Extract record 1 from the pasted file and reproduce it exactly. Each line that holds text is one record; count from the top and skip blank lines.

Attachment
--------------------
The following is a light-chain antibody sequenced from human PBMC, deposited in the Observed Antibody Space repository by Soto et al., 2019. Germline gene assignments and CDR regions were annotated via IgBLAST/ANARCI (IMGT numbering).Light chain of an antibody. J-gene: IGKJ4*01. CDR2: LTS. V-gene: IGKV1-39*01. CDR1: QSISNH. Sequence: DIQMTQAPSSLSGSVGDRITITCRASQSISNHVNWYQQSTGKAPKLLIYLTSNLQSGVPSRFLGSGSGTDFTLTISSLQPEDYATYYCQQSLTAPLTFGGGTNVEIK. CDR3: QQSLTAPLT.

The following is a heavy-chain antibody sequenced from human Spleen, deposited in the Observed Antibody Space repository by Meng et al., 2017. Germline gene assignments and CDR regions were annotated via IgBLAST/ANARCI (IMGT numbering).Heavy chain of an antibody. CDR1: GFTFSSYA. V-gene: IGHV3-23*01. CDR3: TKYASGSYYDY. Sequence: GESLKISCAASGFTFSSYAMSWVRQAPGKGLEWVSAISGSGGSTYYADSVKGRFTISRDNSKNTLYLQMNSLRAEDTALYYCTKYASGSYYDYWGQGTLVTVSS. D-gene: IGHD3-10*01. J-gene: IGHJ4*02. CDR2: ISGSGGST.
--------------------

The following is a light-chain antibody sequenced from human PBMC, deposited in the Observed Antibody Space repository by Soto et al., 2019. Germline gene assignments and CDR regions were annotated via IgBLAST/ANARCI (IMGT numbering).Light chain of an antibody. J-gene: IGKJ4*01. CDR2: LTS. V-gene: IGKV1-39*01. CDR1: QSISNH. Sequence: DIQMTQAPSSLSGSVGDRITITCRASQSISNHVNWYQQSTGKAPKLLIYLTSNLQSGVPSRFLGSGSGTDFTLTISSLQPEDYATYYCQQSLTAPLTFGGGTNVEIK. CDR3: QQSLTAPLT.